Greenbelt, Maryland, Mayor Colin Byrd (Courtesy photo)
Greenbelt, Maryland, Mayor Colin Byrd (Courtesy photo)

Greenbelt, Maryland, Mayor Colin Byrd announced several months ago that he would challenge longtime House Majority Leader Steny Hoyer to represent the state’s 5th Congressional District. But now he’s set his sights even higher.

Byrd, 28, said he will challenge Democratic Sen. Chris Van Hollen in next year’s primary, a decision he said was spurred by Saturday’s party-line vote by the Senate to approve President Biden’s $1.9 trillion coronavirus relief plan.

“What I saw was a willingness to compromise … and that was completely unacceptable,” Byrd said Monday. “There are some things that are just non-negotiables.”

He said Van Hollen didn’t fight to include these items in the package:

• The $15 hourly minimum wage. Eight Democratic caucus members voted to remove a wage-hike amendment from Biden’s bill, though Van Hollen was not among them.
• Keep the $400 weekly unemployment benefits passed by the House.
• Stimulus checks for undocumented immigrants.
• Make the checks $2,000, and not $1,400, based on a campaign promise by Biden.

“Through all of those changes in the bill, it helped to shed light … to be mindful who represents us in the U.S. Senate,” Byrd said. “There could be good things proposed or even passed in the U.S. House of Representatives that could be completely undone by the U.S. Senate if you have the wrong people representing.”

A spokesperson for the Van Hollen campaign defended the senator’s weekend votes on the relief package, saying in a statement Monday evening that he “has secured bold relief for our state in the American Rescue Plan and will continue to focus on fighting for every Marylander.”

Byrd said he will lend his support for progressive Democrat Mckayla Wilkes, 30, to challenge Hoyer, who turns 81 in June and has been on Capitol Hill since 1981. This will be Wilkes’ second attempt to topple Hoyer, who defeated her in the June primary.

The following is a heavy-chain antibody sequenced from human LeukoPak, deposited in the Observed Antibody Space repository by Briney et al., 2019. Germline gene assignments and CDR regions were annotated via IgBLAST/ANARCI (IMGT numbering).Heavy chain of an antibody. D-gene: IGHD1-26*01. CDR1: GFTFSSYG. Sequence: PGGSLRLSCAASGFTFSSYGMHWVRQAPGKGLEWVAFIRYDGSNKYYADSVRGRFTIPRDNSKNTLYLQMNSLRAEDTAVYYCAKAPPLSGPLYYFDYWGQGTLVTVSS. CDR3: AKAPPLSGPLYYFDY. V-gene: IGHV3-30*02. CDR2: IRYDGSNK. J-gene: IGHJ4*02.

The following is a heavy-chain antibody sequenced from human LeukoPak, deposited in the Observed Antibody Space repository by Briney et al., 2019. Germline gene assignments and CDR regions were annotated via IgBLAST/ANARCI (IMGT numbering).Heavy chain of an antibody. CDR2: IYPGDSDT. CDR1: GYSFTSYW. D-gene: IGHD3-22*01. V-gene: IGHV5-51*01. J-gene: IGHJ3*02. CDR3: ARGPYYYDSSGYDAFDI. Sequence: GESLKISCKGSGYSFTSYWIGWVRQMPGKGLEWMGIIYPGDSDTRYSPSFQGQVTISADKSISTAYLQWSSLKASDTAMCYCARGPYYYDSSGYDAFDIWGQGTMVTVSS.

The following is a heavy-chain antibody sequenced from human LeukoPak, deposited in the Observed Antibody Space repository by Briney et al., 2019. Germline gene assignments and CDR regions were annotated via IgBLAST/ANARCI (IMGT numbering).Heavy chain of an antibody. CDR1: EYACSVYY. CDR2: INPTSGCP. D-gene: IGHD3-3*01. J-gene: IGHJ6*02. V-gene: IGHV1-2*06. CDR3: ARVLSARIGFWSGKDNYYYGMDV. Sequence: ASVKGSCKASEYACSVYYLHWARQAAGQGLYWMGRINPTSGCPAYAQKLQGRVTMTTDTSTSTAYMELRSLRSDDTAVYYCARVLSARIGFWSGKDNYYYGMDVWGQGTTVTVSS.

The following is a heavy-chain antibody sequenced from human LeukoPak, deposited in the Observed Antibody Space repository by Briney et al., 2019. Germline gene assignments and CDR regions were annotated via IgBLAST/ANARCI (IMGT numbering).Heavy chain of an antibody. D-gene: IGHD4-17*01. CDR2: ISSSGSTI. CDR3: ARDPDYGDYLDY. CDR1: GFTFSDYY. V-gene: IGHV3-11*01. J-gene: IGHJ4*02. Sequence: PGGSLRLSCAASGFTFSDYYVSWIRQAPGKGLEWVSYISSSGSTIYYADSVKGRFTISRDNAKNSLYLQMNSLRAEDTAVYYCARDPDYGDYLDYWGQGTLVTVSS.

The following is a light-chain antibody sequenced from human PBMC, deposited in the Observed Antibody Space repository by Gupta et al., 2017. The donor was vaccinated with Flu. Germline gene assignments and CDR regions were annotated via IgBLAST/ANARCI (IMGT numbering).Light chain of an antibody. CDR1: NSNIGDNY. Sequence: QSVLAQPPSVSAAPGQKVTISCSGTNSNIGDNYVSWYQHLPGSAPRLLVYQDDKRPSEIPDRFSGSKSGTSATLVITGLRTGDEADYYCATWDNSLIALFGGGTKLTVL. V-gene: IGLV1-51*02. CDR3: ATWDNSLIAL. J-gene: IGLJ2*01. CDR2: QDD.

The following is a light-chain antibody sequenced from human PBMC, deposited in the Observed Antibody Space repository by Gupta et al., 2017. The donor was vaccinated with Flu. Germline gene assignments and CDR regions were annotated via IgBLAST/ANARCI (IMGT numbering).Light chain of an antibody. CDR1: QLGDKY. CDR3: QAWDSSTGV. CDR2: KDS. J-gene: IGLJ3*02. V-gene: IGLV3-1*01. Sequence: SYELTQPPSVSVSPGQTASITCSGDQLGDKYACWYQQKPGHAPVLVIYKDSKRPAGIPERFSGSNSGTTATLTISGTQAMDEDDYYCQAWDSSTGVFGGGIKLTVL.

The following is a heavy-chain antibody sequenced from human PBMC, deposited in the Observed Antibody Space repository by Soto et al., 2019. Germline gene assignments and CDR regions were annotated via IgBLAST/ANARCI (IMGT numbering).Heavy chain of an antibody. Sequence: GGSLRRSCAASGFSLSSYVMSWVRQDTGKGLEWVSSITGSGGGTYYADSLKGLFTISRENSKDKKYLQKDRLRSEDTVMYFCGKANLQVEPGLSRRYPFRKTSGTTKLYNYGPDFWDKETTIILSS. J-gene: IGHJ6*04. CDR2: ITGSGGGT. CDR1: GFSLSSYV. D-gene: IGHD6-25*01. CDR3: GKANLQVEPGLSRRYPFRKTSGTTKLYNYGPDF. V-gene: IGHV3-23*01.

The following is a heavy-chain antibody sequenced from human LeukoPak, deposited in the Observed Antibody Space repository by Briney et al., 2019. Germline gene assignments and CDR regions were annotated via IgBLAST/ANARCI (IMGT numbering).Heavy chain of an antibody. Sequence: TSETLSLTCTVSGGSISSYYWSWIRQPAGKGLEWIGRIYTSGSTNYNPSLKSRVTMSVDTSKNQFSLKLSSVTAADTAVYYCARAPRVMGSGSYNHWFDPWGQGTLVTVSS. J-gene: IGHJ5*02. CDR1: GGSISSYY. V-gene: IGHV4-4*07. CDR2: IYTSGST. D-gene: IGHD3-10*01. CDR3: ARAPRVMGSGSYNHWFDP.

Byrd hasn’t been shy in his criticism of how federal and state officials govern. In December, he posted a letter on his Facebook page directly attacking Del. Jazz Lewis (D-District 24) of Glenarden, calling him “a total cornball brother who has no business representing Prince George’s County or Black people at all.”

Byrd confirmed Monday said he no longer works as chief of staff for Del. Julian Ivey (D-District 47A) of Cheverly.

In terms of the Senate race, Byrd said he respects Van Hollen but has a “respectful disagreement” on certain topics, such as the need to implement Medicare for All, legislation on climate change and “vocal” opposition against the Maglev high-speed train project proposed along the Baltimore-Washington Parkway.

“My commentary is nowhere near as strong as any ordinary Marylander who knows what is happening from the people who are representing them is unacceptable,” he said. “There have been times with my rhetoric I would have probably done things different. I am apologetic about that. At the same time, the people have an opportunity to elect a champion…and would do that with the upmost energy, fervor, zealousness and advocacy they deserve.”

Coverage for the Washington Informer includes Prince George’s County government, school system and some state of Maryland government. Received an award in 2019 from the D.C. Chapter of the Society of...

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